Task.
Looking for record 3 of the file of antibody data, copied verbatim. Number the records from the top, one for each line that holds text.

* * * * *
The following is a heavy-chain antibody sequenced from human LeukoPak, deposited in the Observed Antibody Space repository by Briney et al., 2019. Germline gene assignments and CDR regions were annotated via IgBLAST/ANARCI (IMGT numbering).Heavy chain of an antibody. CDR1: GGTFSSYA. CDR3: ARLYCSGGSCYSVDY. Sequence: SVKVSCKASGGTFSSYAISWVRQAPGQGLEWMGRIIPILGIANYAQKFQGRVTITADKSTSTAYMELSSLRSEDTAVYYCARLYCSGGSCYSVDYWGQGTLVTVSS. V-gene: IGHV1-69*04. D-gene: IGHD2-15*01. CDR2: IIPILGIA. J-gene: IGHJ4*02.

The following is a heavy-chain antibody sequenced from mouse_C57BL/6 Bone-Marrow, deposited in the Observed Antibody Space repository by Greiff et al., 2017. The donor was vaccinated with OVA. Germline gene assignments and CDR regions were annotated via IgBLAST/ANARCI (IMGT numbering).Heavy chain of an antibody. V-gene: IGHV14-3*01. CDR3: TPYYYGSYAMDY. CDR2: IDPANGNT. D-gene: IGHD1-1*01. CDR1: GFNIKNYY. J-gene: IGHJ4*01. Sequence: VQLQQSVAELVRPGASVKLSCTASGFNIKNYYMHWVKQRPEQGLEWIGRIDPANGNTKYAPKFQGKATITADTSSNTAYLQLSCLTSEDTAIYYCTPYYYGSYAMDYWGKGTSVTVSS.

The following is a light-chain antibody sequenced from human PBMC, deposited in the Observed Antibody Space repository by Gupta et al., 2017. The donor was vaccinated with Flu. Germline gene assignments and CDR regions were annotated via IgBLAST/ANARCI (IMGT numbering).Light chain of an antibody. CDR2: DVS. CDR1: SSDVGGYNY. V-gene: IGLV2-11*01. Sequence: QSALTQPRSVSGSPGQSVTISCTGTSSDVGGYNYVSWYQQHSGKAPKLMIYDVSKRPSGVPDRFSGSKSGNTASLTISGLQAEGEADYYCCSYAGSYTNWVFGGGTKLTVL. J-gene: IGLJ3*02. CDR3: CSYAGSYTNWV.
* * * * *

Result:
The following is a light-chain antibody sequenced from human PBMC, deposited in the Observed Antibody Space repository by Gupta et al., 2017. The donor was vaccinated with Flu. Germline gene assignments and CDR regions were annotated via IgBLAST/ANARCI (IMGT numbering).Light chain of an antibody. CDR2: DVS. CDR1: SSDVGGYNY. V-gene: IGLV2-11*01. Sequence: QSALTQPRSVSGSPGQSVTISCTGTSSDVGGYNYVSWYQQHSGKAPKLMIYDVSKRPSGVPDRFSGSKSGNTASLTISGLQAEGEADYYCCSYAGSYTNWVFGGGTKLTVL. J-gene: IGLJ3*02. CDR3: CSYAGSYTNWV.